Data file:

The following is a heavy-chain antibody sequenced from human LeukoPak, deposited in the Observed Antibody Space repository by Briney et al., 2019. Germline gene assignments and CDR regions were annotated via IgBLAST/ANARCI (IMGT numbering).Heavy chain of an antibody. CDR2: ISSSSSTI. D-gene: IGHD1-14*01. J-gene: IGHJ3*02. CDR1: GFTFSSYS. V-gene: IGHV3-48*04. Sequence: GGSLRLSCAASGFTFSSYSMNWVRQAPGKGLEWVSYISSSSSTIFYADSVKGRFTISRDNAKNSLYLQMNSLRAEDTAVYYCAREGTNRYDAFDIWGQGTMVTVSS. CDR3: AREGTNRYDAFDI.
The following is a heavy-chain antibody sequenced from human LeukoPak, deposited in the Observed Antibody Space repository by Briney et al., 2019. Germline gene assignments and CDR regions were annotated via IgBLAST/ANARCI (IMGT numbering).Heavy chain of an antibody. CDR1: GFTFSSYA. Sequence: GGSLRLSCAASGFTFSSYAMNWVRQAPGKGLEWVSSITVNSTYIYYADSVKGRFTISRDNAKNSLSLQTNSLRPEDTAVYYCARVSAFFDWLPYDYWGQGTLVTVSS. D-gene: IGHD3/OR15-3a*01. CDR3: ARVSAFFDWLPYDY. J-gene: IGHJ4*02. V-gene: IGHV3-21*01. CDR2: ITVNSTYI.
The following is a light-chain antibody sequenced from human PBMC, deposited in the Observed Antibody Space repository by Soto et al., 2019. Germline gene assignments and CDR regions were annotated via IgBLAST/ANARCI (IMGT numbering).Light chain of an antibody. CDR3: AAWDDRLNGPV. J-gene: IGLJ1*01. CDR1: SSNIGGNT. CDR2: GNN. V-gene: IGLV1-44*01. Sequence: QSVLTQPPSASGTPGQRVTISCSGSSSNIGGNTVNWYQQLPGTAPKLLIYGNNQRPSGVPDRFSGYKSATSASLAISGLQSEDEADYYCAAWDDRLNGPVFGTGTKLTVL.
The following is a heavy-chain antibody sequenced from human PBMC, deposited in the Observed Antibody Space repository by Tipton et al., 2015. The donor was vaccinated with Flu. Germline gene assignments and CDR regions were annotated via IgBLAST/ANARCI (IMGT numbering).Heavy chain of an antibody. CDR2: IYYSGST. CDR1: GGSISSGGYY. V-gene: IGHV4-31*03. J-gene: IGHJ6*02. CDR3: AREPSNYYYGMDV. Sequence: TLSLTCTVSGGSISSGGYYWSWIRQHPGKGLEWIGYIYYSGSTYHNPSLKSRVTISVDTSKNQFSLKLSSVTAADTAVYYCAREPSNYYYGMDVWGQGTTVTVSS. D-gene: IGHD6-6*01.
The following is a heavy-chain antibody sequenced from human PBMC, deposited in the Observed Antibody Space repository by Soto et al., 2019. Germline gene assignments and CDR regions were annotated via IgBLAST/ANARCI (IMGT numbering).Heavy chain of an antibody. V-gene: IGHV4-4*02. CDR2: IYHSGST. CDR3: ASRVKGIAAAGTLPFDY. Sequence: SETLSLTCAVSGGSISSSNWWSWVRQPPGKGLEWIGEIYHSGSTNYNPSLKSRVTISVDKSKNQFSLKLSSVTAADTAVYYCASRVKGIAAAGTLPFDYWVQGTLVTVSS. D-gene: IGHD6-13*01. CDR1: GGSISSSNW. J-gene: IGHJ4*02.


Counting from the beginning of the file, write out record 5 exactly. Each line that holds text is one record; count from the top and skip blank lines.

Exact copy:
The following is a heavy-chain antibody sequenced from human PBMC, deposited in the Observed Antibody Space repository by Soto et al., 2019. Germline gene assignments and CDR regions were annotated via IgBLAST/ANARCI (IMGT numbering).Heavy chain of an antibody. V-gene: IGHV4-4*02. CDR2: IYHSGST. CDR3: ASRVKGIAAAGTLPFDY. Sequence: SETLSLTCAVSGGSISSSNWWSWVRQPPGKGLEWIGEIYHSGSTNYNPSLKSRVTISVDKSKNQFSLKLSSVTAADTAVYYCASRVKGIAAAGTLPFDYWVQGTLVTVSS. D-gene: IGHD6-13*01. CDR1: GGSISSSNW. J-gene: IGHJ4*02.